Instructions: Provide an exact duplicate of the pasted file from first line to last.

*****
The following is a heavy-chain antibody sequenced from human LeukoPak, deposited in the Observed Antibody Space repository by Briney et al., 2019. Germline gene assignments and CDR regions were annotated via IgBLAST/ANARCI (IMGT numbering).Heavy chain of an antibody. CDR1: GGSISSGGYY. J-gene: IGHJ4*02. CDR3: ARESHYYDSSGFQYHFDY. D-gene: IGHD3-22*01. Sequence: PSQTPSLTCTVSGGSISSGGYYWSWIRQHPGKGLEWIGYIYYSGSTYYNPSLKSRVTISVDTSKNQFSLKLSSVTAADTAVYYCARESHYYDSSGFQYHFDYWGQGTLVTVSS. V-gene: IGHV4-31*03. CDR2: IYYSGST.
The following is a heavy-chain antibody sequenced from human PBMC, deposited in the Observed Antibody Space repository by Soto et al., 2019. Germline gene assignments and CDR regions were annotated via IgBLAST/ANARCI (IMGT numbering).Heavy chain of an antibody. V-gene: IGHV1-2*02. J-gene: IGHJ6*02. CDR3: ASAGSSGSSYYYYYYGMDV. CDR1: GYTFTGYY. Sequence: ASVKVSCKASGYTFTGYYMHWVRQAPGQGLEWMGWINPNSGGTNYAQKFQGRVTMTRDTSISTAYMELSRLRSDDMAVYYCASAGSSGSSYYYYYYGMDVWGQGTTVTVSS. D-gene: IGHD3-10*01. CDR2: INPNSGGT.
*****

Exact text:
The following is a heavy-chain antibody sequenced from human LeukoPak, deposited in the Observed Antibody Space repository by Briney et al., 2019. Germline gene assignments and CDR regions were annotated via IgBLAST/ANARCI (IMGT numbering).Heavy chain of an antibody. CDR1: GGSISSGGYY. J-gene: IGHJ4*02. CDR3: ARESHYYDSSGFQYHFDY. D-gene: IGHD3-22*01. Sequence: PSQTPSLTCTVSGGSISSGGYYWSWIRQHPGKGLEWIGYIYYSGSTYYNPSLKSRVTISVDTSKNQFSLKLSSVTAADTAVYYCARESHYYDSSGFQYHFDYWGQGTLVTVSS. V-gene: IGHV4-31*03. CDR2: IYYSGST.
The following is a heavy-chain antibody sequenced from human PBMC, deposited in the Observed Antibody Space repository by Soto et al., 2019. Germline gene assignments and CDR regions were annotated via IgBLAST/ANARCI (IMGT numbering).Heavy chain of an antibody. V-gene: IGHV1-2*02. J-gene: IGHJ6*02. CDR3: ASAGSSGSSYYYYYYGMDV. CDR1: GYTFTGYY. Sequence: ASVKVSCKASGYTFTGYYMHWVRQAPGQGLEWMGWINPNSGGTNYAQKFQGRVTMTRDTSISTAYMELSRLRSDDMAVYYCASAGSSGSSYYYYYYGMDVWGQGTTVTVSS. D-gene: IGHD3-10*01. CDR2: INPNSGGT.